Around the world parks are replacing asphalt and city-dwellers are discovering new green spaces just steps away. It seems government officials, citizens and activists are working together to reclaim abandoned or unused lots and structures in an attempt to make cities more livable and green. Here are 8 examples:

  • Paddington Reservoir, Sydney, Australia: This water reservoir was shut down in 1899 and subsequently became a garage, workshop and commercial garage before sections of the roof collapsed in 1991. The architecture firm Tonkin Zulaikha Greer was then commissioned to restore the building. They were supposed to cap-off the underground areas and build a new arrangement on top. But the firm fell in love with the ruins and instead decided to reveal the structure so the public could wander around it.
  • Cheonggyecheon Public Park, Seoul, South Korea: City planners realised their mistake after they paved over a natural stream to add a road that caused more traffic congestion. They decided to restore the place as a public park and the $900 million project broke ground in 2003. It was opened to the public in 2005 and is now a popular destination for locals and tourists.
  • Vitor Civita Park, Sao Paulo, Brazil: The Vitor Civita Park transformed a highly polluted area and added a sleek public space to the city. It is built over what was an incinerating plant between 1949 and 1989. The park was built using a wooden deck, which was elevated 90 centimetres from the ground and the new structures are surrounded by old and new vegetation.
  • The High Line, New York City: This is arguably the most famous project in this gallery. The High Line is Manhattan’s most recent green space and is built on top of an abandoned 1.45 mile-long railroad. The rail operated between 1934 and 1980 and carried meat, mail and agricultural goods to the warehouses and factories of the industrial West Side area.
  • Promenade Plantee, Paris, France: This was for a long time the only elevated park in the world (before the High Line). The promenade is a public space built on abandoned railroads that extend 2.8 miles in the twelfth arrondissement district of Paris. When it ran, the train connected the Bastille area to the eastern suburbs. After it stopped working in 1969, it lay defunct until the project to recover the area was begun in 1987. The park opened in 2000.
  • Ghost Train Park, Lima, Peru: This Park was built by Spanish group Basurama around an abandoned structure that was to be Lima’s electric train. The project was conceived as a way of giving the space back to the children and the community. It includes games produced from discarded tires and other recycled materials.
  • Pier 57 Park and Market, New York City: The transformation of New York City’s Pier 57 was announced last year with the intention of turning it into a park and market. The project will be designed by local firm YoungWoo & Associates and will include a market for small businesses and artisans, a cultural centre and a sky park to host performances and film projections conceived by the Tribeca Film Festival. Construction dates have not been announced yet.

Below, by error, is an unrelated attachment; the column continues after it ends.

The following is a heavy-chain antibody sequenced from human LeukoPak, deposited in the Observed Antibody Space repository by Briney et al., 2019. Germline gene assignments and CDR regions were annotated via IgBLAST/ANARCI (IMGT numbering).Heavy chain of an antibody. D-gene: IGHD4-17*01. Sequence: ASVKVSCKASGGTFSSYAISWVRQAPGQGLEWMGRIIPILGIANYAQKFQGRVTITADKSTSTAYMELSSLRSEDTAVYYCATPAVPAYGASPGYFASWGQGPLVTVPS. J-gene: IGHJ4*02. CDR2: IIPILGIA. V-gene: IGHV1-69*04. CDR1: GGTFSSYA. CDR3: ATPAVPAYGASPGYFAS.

• Hofplein Viaduct, Rotterdam, Netherlands: Hofplein Viaduct is also a rail-rebirth project and is on its way to a major makeover. The structure carried Netherlands’ first electric railway line and served as a connection with The Hague in the early twentieth century. It will become a vibrant commercial and park area.
Jade Scully
Jade Scully is a copywriter excited about writing copy and stories, blogging about the world and editing. She currently and regularly publishes her stories on a number of blogs. Jade loves animals and hopes to begin writing copy for the animal rescue charity TEARS as her contribution to the cause.
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0 Responses to 8 Urban Spaces Around World Are Reborn as Green Parks

  1. Mamerito January 3, 2011 at 5:56 am #

    That’s good news to see such places a reclaimed. I wish such policies could be adopted in Uganda. Because, these days you can rarely find a park or free space within Kampala city where you can hang out with your family or read a romantic novel

  2. Tony Heiman January 3, 2011 at 6:42 am #

    Reminds me of the “Pigeon Paradox”; going “Green” is valuable as these measures improve urban air quality, cleans waterways, reduces urban diseases and promotes ecological diversity.

  3. Maria Flores February 4, 2011 at 7:45 am #

    Unfortunately the electric train is now reviving in Lima – Peru. it will be ready to run by the end of this year. However, there is now a wonderful place called “The wonders of the Water” in Lima (almost center), where foreigners and locals enjoy beautiful views. I highly recommend to visit it. Considering that Lima is a quasi small valley in the middle of the coastal desert of the central Peru, it is a tribute to the river water (Rimac) we live from.

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